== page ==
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Preparing for Winter

ETMC Oct 13, 2011

Prepare Your Body for Winter Activities with a Combination of
Stretching and Massage Therapy

Staying fit during the winter holiday season comes with a long list of unique
challenges and obstacles, but staying injury free can take even more of an
effort when you introduce new, winter-specific activities like skiing, skating
and sledding into your fitness routine. Before the winter activity season is in
full swing, take steps today to warm up and loosen your muscles so you can hit
the slopes or the rink pain free, as well as minimize after-activity soreness
and fatigue.

Warm Up and Engage New Muscle Groups during the Pre-Season to Stay
Injury Free

Before carving fresh tracks down the slopes this winter or lacing up your
skates to hit the rink with your kids, it is important to incorporate a
combination of regular stretching and therapeutic massage sessions for an active
and injury free winter season. The key to keeping active during the winter
months and staying off your family’s injured list is to focus on body
flexibility and lengthening your muscles in the pre-season. Many of the popular
wintertime activities (skiing, snowboarding and skating) physically impact your
lower body, thereby creating a need for you to focus your stretching and
strength efforts on hip, hamstring and trunk/lower back flexibility.

According to the National Academy of Sports Medicine, there are two
common types of stretching – static stretching and dynamic stretching – that are
good for promoting overall flexibility. Research indicates that holding a static
stretch for 20-30 seconds allows your muscles time to relax and elongate,
thereby increasing joint range of motion. Dynamic stretching on the other hand
includes low intensity exercises that mimic sport specific movements. These
types of stretches are good for warming up your body prior to a sports activity,
as they help increase circulation, reduce muscle tightness and help your nervous
system’s ability to contract muscles forcefully.

To kick off your winter pre-season regimen, it’s a good idea to combine
consistent stretching sessions with routinely scheduled monthly massages 8-12
weeks prior to the start of your favorite wintertime activity. Regular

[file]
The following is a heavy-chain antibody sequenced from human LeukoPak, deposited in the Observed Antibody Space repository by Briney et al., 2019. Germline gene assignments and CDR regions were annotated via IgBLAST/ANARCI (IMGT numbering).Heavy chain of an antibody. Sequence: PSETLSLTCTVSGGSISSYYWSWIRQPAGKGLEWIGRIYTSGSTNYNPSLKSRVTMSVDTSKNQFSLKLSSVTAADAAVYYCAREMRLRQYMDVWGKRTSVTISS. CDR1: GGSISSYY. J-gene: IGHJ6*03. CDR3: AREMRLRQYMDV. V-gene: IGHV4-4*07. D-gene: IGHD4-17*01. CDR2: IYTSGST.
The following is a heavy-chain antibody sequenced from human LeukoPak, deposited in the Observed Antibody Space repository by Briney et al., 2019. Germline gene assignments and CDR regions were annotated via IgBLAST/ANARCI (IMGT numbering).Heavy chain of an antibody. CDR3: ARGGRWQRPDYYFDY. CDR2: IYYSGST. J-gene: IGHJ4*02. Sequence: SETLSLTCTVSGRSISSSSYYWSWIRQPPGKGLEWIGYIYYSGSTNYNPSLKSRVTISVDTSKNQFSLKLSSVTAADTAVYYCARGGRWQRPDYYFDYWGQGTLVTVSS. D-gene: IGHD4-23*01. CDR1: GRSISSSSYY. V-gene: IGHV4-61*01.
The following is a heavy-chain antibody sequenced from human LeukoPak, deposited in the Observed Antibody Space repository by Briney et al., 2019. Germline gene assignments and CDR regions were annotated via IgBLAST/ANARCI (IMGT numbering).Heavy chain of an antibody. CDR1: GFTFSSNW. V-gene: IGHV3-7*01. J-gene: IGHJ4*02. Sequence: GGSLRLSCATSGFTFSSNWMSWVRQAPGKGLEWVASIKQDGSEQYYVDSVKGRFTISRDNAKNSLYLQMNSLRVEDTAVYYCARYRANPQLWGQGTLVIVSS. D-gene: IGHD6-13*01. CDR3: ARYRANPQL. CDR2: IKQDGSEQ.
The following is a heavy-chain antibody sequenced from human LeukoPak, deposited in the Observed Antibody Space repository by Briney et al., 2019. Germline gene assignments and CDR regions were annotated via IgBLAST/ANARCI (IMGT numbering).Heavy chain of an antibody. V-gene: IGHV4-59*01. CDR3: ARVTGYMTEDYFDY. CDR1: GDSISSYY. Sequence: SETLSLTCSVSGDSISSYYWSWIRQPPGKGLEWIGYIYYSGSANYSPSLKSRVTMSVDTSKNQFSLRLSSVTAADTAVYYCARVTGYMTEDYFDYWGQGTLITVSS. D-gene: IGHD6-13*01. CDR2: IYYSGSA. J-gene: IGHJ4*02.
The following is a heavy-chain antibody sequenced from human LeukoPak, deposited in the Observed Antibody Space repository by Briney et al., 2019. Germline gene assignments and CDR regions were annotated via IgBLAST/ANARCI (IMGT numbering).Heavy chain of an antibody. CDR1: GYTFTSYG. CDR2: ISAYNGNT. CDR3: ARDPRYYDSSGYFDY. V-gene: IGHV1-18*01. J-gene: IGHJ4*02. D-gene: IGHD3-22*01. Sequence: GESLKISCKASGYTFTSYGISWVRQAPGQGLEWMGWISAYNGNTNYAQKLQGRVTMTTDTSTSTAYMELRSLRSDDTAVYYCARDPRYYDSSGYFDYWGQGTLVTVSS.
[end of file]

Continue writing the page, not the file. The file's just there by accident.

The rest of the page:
therapeutic massages prior to your desired activity allow your body to release
the toxins found in tight muscles, while increasing overall flexibility and
circulation. Additionally, your massage therapist can assess and monitor your
body’s flexibility range, while suggesting specific stretches and other
techniques that will focus on lengthening and strengthening your body’s problem
areas.

Remedy Your Winter Aches and Pains with Regular Massage Body
Work

As the snow begins to fall and the barometric pressure takes a dive south,
your body faces some unique challenges, especially as you get older and recovery
times for muscle injuries and overuse get longer. Even when you focus on
preparing your body for winter wear and tear before the season starts, there
still may be an unfortunate event where you will become injured or experience
some sort of ache and pain associated with muscle overuse and fatigue.

Lower back pain, in particular, is a common injury culprit in the winter as
you can overdo it shoveling snow, incorrectly bending over to push your
children’s sleds or accidently slipping and falling on ice covered sidewalks. In
fact, research indicates that 70-85% of the population will experience low back
pain at some point and lower back pain is one of the most common and costly
musculoskeletal problem in modern society. Luckily, research supports that
massage therapy can minimize pain and disability, while increasing the speed of
return to normal function. Massage specifically is beneficial for patients with
subacute (lasting four to 12 weeks) and chronic (lasting longer than 12 weeks)
non-specific low-back pain, especially when combined with exercises and
education. Furlan AD, Imamura M, Dryden T, Irvin E. Massage for low-back
pain. Cochrane Database of Systematic Reviews 2008, Issue 4. Art. No.: CD001929.
DOI: 10.1002/14651858.CD001929.pub2

Additional research from Group Health Research Institute, the University of
Washington in Seattle, the Oregon Health and Science University in Portland, and
the University of Vermont in Burlington revealed that massage therapy has helped
reduce pain and improve function more rapidly than usual medical care in people
with chronic low-back pain. Back pain is a health problem that affects millions
of Americans and is the most common medical condition for which people use
complementary and alternative medicine practices, such as massage therapy.
Cherkin DC, Sherman KJ, Kahn J, et al. Annals of Internal Medicine.
2011;155(1):1–9

Whether you are preparing yourself for family fun winter activities or
recovering from a wintertime sports injury or accident, therapeutic massage
sessions combined with a consistent stretching regimen should be your go-to
strategy for minimizing aches and pains this winter season.

At Elements Therapeutic Massage Spokane, each massage is individually customized to best
fit your health and wellness regimen. Contact one of our Spokane Elements Therapeutic Massage locations to book an appointment with one of our specialists.

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